At the same time, this horrible disease is enabling us to spend time and connect with our immediate family members while distancing from extended family. I miss hugging my grandkids so very much. Kids are missing school, and I see parents taking up the reins to continue their learning. Never have I seen parents and their kids walking together, shooting hoops in their driveway, drawing with chalk on their sidewalk, or riding their bicycles as a family unit as I have in these past two weeks. I’ve met more of my neighbors than ever before despite our keeping a safe social distance. We are sharing needed staples without embarrassment or hesitancy.   We are picking fruit from our trees and leaving them in bags for strangers to come, pick up, and enjoy.
I’ve read more and reacquainted myself with lost hobbies, delighting in the feel of a paintbrush in my hand. I have signed up for an online drawing class in hopes of renewing long lost skills. My husband and I have spent more time in the past two weeks together cooking, talking, and just basically finding us than we would have in two months. I’ve taken the time to reach out and talk with old friends and colleagues across the globe. I’ve laughed, I’ve cried, and reveled in the reconnections.
In cities across the world, the streets are empty of vehicles and people; factories are shut down. In China, satellite images have shown a significant drop in nitrogen dioxide pollution. The skies over Bejing are blue, and the water in the Venice canals is clear. In New York, scientists at Columbia University are reporting a significant drop in CO2 emissions as traffic has dropped dramatically. The earth is taking this time to heal itself, proving the role emissions play in climate change. Will the coronavirus finally help us to see our climate is a disaster we can solve through simple actions?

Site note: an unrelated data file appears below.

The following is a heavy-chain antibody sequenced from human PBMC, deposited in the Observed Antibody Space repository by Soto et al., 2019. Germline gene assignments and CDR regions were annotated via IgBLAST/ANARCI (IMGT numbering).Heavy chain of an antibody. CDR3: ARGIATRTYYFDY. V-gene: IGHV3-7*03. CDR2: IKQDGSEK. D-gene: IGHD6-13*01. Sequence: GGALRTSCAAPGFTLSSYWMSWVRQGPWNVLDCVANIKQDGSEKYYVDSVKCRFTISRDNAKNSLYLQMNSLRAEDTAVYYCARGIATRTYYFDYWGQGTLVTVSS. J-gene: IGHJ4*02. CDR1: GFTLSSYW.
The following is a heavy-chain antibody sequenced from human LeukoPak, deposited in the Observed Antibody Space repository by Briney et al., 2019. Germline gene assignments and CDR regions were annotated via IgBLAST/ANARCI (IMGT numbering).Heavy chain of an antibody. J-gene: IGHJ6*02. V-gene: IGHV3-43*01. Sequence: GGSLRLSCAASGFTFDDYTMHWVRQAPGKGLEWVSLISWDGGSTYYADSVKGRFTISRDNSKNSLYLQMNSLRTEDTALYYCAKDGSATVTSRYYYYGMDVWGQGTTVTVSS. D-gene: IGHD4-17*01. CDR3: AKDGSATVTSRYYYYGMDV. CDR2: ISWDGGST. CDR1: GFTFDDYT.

Do we want to return to a world consumed by greed and distance? Or, do we continue to build on the new communities we have started? Are there lessons to be applied? Will we grow from the experience and develop the missing safety nets? Will we look to adopt low climate impact transportation methods and advocate for increased working from home? What more can we do to make the world safe?   Will the coronavirus finally help us to see our climate is a disaster we can solve through simple actions?


I find myself questioning, “What outcomes should we expect?,  What outcomes do I hope for?”  As Alice answered, “I don’t know.”
We are all in this together. We know this pandemic has a beginning, a middle, and an end.  When it ends, which way will we turn in the fork in the road? Will we return to our way of living, or will we use this life-altering event to define a better way, a better outcome, and a better world for generations to come?
There is no easy answer to these questions. Please join me in continuing the conversation.
Take care, be safe, stay home, and wash your hands often,

Mary Patry
IT Executive Advisor and Leadership Coach  
 480.393.0722 (AZ)
 [email protected]

Let’s Talk sponsored by an IT Executive Coaching and Advisory practice targeting CIO’s challenge of leading and delivering business solutions with a focus on effective people and process capabilities. Discover the possibilities by scheduling a complimentary strategy session with Mary Patry. 

Thriving in Trying Times – Ten Lessons Learned

Thriving in Trying Times – Ten Lessons Learned

Nothing feels normal, and we know it won’t be for a while. I know I am not alone. The last time I felt this discombobulated was when my husband passed away in April 1999. Like then, everything around is in turmoil, and I feel at a loss in search of what action to take.
I am like that. I know many of my readers are as well. We tackle our challenges head-on, develop a plan, and take action. We are “get it done” type people. Perhaps it’s the first time in our lives we can’t control the environment around us. Some of us may feel like victims; some of us may want to pretend it is not a problem; some of us are just plain angry.